The Department of Social Welfare and Development (DSWD), in the conduct of family development sessions among beneficiaries of the Conditional Cash Transfer (CCT) Program, shall integrate in its program the protection of the environment, disaster risk reduction and climate change adaptation and mitigation, including the preservation of the indigenous culture of their locality.

Legarda said the DSWD shall also conduct capacity-building programs to prepare its beneficiaries for the onset of natural hazards.

She introduced a provision under the Metropolitan Manila Development Authority (MMDA) that mandates the agency to allocate funds “for road- sharing activities such as the promotion of non-motorized transport, construction of pedestrian-friendly facilities and conduct of programs and projects that are geared toward improving people mobility.”

There is also a funding for cultural diplomacy programs of the Department of Foreign Affairs (DFA) and for the National Commission for Culture and the Arts’ (NCCA) three major programs, namely, preservation and promotion of Filipino heritage through research, documentation, publication, exhibition and film production; scholarships and grants, such as funding for schools of living traditions; and cultural and heritage mapping projects.

The senator said this is to “strengthen promotion and preservation of Filipino heritage.”

The budget also contains a special provision that prohibits the alteration, renovation or demolition of heritage buildings and open spaces declared by the government or presumed to be important pieces of cultural property, including the protection of the sight line with regard to built heritage, pieces of cultural property and cultural landscapes, without approval of cultural agencies and consultation with stakeholders.

Legarda said in undertaking major infrastructure projects, the concerned department or agency shall be responsible specifically in the planning, design, construction and maintenance of national roads and bridges as they impact on heritage structures or aspects of heritage conservation pursuant to Republic Act 10066 or the National Cultural Heritage Act of 2009.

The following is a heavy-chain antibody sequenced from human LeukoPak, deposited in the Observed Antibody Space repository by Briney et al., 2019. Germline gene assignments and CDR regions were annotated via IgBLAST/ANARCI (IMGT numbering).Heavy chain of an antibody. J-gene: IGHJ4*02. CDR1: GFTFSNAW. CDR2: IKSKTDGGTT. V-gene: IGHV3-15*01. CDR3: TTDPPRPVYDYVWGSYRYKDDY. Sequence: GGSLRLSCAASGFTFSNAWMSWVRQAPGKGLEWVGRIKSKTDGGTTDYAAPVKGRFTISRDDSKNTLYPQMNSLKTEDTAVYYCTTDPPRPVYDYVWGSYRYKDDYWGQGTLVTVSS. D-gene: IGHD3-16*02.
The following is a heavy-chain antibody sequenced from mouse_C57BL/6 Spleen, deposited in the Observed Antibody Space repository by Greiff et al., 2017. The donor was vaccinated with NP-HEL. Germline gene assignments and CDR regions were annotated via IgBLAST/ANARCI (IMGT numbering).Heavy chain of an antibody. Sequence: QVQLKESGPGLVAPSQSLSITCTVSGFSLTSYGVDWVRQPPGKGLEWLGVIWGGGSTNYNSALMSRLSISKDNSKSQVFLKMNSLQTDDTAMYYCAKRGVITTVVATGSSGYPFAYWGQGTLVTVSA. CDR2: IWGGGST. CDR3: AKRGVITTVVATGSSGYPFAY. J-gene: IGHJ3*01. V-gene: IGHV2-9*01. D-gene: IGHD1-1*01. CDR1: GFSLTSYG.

The House of Representatives on Wednesday night approved the bicameral conference report realigning P14.9 billion worth of allocation under the proposed P3 trillion budget for 2016 to fund salaries, pensions as well as SUCs.

Davao City Rep. and appropriations panel chairman Isidro Ungab announced that the substantial realignments are broken down into four items: P1.2 billion for the indigent senior citizens’ P500 monthly pension, P2.7 billion for the capital outlay of SUCs, P4 billion for the pension of World War 2 veterans and P7 billion for the Salary Standardization Law (SSL) of 2015, which is expected to be enacted into law before yearend.

The SSL 2015 increases the salary of all government workers on top of granting them a 14th month pay or mid-year bonus.

Also, the proposed SSL provides that those under Salary Grades 1 to 11 that comprise around 606,000 state workers (52 percent of the government workforce) will also enjoy a tax-free 14th month pay and performance-based bonus.

“The proposed 2016 budget already allotted P51 billion for the SSL, but it wasn’t enough, so we added P7 billion to cover for the first tranche of releases,” Ungab said.

Prior to the bicameral conference report approval, Sen. Juan Ponce Enrile was dejected over the rejection of his proposal to increase the capital outlay budget of the Philippine Air Force (PAF) by P10 billion.

Enrile walked out of the Belmonte Hall to express his disgust.

Ungab, however, justified the bicameral panel’s decision to thumb down Enrile’s proposal by citing that the PAF still has a P1-billion fund for capital outlay, on top of its share from the Armed Forces of the Philippines modernization program.

Also on Wednesday, the House of Representatives deferred its expected ratification of the proposed P3-trillion budget for 2016 to be able to muster enough quorum until next week.
A quorum constitutes 145 out of 287 members of the House of Representatives.

The proposed 2016 budget has allocated P58 billon for the implementation of SSL 2015.